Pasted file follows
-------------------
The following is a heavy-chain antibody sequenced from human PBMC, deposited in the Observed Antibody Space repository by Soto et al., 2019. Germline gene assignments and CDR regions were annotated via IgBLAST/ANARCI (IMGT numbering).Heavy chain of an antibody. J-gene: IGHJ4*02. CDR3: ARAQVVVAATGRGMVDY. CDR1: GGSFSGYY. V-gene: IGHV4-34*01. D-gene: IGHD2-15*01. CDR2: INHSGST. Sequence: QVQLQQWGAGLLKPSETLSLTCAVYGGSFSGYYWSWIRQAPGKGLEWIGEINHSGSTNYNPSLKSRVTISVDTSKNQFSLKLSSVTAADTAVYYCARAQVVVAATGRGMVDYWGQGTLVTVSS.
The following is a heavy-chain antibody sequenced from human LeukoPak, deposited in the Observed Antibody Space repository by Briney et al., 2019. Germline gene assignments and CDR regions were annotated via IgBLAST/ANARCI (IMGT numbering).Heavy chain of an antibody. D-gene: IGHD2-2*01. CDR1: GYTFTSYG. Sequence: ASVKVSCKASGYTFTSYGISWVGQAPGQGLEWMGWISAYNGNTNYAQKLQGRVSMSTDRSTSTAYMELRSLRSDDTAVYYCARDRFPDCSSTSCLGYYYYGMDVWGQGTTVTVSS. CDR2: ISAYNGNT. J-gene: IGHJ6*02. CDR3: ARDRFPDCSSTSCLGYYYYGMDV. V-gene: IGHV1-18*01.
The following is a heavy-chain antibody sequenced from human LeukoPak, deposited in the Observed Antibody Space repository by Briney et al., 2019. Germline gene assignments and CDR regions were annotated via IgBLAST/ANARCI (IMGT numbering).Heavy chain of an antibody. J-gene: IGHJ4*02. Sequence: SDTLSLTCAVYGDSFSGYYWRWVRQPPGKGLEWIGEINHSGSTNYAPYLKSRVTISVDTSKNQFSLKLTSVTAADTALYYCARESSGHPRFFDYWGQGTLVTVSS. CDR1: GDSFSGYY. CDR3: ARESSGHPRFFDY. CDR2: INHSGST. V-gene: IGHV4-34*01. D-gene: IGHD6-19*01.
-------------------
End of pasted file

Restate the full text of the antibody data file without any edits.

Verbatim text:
The following is a heavy-chain antibody sequenced from human PBMC, deposited in the Observed Antibody Space repository by Soto et al., 2019. Germline gene assignments and CDR regions were annotated via IgBLAST/ANARCI (IMGT numbering).Heavy chain of an antibody. J-gene: IGHJ4*02. CDR3: ARAQVVVAATGRGMVDY. CDR1: GGSFSGYY. V-gene: IGHV4-34*01. D-gene: IGHD2-15*01. CDR2: INHSGST. Sequence: QVQLQQWGAGLLKPSETLSLTCAVYGGSFSGYYWSWIRQAPGKGLEWIGEINHSGSTNYNPSLKSRVTISVDTSKNQFSLKLSSVTAADTAVYYCARAQVVVAATGRGMVDYWGQGTLVTVSS.
The following is a heavy-chain antibody sequenced from human LeukoPak, deposited in the Observed Antibody Space repository by Briney et al., 2019. Germline gene assignments and CDR regions were annotated via IgBLAST/ANARCI (IMGT numbering).Heavy chain of an antibody. D-gene: IGHD2-2*01. CDR1: GYTFTSYG. Sequence: ASVKVSCKASGYTFTSYGISWVGQAPGQGLEWMGWISAYNGNTNYAQKLQGRVSMSTDRSTSTAYMELRSLRSDDTAVYYCARDRFPDCSSTSCLGYYYYGMDVWGQGTTVTVSS. CDR2: ISAYNGNT. J-gene: IGHJ6*02. CDR3: ARDRFPDCSSTSCLGYYYYGMDV. V-gene: IGHV1-18*01.
The following is a heavy-chain antibody sequenced from human LeukoPak, deposited in the Observed Antibody Space repository by Briney et al., 2019. Germline gene assignments and CDR regions were annotated via IgBLAST/ANARCI (IMGT numbering).Heavy chain of an antibody. J-gene: IGHJ4*02. Sequence: SDTLSLTCAVYGDSFSGYYWRWVRQPPGKGLEWIGEINHSGSTNYAPYLKSRVTISVDTSKNQFSLKLTSVTAADTALYYCARESSGHPRFFDYWGQGTLVTVSS. CDR1: GDSFSGYY. CDR3: ARESSGHPRFFDY. CDR2: INHSGST. V-gene: IGHV4-34*01. D-gene: IGHD6-19*01.